I could almost hear you.
I have a flabby chest that I would like to firm up. Will rowing help me do that?
Why is my chest undefined (or uneven), will rowing help me shape it up?
Does rowing tone your chest?
Can rowing help me develop well-defined chest muscles?
Now my short answer to all those questions is ‘YES!’
My not-so-short answer is ‘Yes if you do it right and with the right equipment.’
As for my long answer, you will find it below.
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But before you get excited, you need to understand what a rowing machine does to your chest and how it helps attain those goals. Also, building your chest shouldn’t be an isolated regimen. It should only be a part of the bigger picture – the whole YOU! Sounds like a plan?
Perfect! So let’s see how a rowing machine fits in your grander scheme of things!
Is Rowing a Full Body Workout?
To that, again I say ‘YES!’
Rowing is regarded as one of the top workouts because it involves the whole body and is safe for people of various fitness levels.
Which brings us to what rowing does to you in general. Let me tell you about all the amazing things that this low impact and non weight bearing workout can do to your upper and lower body. With an effective indoor rower, you can:
- gain muscle mass
- elevate your heart rate
- do endurance and strength training
- burn 400-800 calories per hour
- work out all the major muscles in your body
- strengthen your core muscles
- use it for cardio and aerobic exercise
- lose weight when you use it with the correct routines and right diet
That’s a lot, right? And it only gets better!
How Does It Compare to Running or Treadmill Exercises?
Treadmill or other exercises like running essentially accomplishes only two things – work out your legs and cardiovascular system.
In comparison, you could choose to row and attain all your health goals with one equipment. Initially, you may only want to do aerobic and cardio workouts.
With continued use of your indoor rower and combining it with high-intensity routines and a proper diet, you should not only lose weight and become healthier but also tone your muscle over time.
Is Exercising with a Rowing Machine Good for the Upper Body?
While rowing seems to emphasize working out your leg and arm muscles, it also engages the upper part of your body. It results not only in cardiovascular and aerobic benefits to your heart and lungs but also improves back posture, burns fat, and tones the upper part of your body.
How Does Rowing Use Chest Muscles?
The rowing motion has you bend your knees (the CATCH), then pull up (the DRIVE) until you are fully extended (the FINISH), and then move back to your first position (RECOVERY). It’s a no-brainer how this repetitive push and pull motion exercises your entire body, strengthens your core, and even supports endurance training.
Take note that the correct rowing stroke benefits the major body muscles, including your arms, shoulder, back, and chest in the drive phase (sub-phase 3) of a stroke.
Our article on ‘What Muscles Does a Rowing Machine Work‘ will give you a better understanding of the muscles that are engaged in each movement or phase in a stroke.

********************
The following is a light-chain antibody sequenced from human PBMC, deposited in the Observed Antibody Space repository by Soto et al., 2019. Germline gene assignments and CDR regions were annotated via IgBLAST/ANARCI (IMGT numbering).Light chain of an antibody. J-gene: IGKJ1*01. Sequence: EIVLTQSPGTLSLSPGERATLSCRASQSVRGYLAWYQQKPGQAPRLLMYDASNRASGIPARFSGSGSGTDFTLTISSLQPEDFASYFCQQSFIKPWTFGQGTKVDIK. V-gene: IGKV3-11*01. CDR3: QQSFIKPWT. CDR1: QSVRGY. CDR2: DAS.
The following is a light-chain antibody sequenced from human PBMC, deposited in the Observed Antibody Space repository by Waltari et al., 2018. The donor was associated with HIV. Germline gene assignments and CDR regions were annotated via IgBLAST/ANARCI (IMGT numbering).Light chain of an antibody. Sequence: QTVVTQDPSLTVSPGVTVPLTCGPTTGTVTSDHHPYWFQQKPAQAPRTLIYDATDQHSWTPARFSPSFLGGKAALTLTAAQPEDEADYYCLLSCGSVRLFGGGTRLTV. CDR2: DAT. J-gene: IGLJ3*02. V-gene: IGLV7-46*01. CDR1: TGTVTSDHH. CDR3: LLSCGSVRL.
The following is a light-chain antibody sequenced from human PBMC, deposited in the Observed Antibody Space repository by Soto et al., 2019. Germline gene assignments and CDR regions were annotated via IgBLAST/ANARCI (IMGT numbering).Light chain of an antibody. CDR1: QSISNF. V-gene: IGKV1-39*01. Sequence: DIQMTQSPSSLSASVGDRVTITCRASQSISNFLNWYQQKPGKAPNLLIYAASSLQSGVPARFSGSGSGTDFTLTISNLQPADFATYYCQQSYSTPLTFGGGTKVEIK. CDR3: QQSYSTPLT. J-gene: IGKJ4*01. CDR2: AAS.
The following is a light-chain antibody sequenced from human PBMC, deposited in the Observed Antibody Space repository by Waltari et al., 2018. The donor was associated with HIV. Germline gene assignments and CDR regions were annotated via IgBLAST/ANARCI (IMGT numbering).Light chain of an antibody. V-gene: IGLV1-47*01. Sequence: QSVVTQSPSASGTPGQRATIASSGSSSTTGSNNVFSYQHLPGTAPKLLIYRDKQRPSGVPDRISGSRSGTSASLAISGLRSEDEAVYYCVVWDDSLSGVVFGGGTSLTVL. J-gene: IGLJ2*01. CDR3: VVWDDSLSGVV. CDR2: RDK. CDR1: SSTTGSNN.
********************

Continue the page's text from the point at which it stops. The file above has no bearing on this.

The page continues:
How Does Rowing Affect Your Chest?
If you row at least a couple of times every week, this fat burning exercise will be perfect for shedding off that flab on your chest without any risk to you. And that’s only for starters.
The pull-and-push movement you do when rowing strengthens your shoulder and tones your chest, contributing to a more defined shape.
Is Rowing Good for Building Muscle?
If you row regularly and build up the intensity as you improve, you will burn calories, improve strength, and tone your muscle mass, among the many benefits you will gain.
The resistance levels of the machine is really what sets the tone for how successful your fitness program will be. You’d want to set the rowing machine based on your current fitness level. Too hard of a workout and you might get discouraged from doing it again. Too easy of a workout and you won’t reap all the rewards.
What Muscles Does Rowing Not Work?
Your overall fitness will be much improved by regularly doing cardio rowing workouts. While you will generally build muscles throughout your body, a few groups will be worked less than others.
You can consider doing extra exercises for your triceps and pecs since those are not worked out real hard with a rowing machine.
Is Rowing the Best Exercise?
This time, I’ll let you answer this question. But before you do that, here are some points to think about.
- Only one machine – Imagine getting the same cardiovascular and strength workouts from that one fixture in your home gym versus all the machines at your local gym to separately work out your legs, arms, shoulders, back, and chest.
- Full body workout -It has a clear advantage over other workouts, thanks to the fact that it involves moving the entire body.
- Low impact – By doing the strokes and engaging muscles correctly, you actually use more of these muscle groups while taking on less impact than you would with running or using treadmills. In other words, your joints should not ache and creak over time.
You may use an indoor rower once a week or every day, but I recommend that you get into a routine and stick with it, making sure you build rest and recovery days into your schedule.
Now, your turn! Is rowing the best exercise?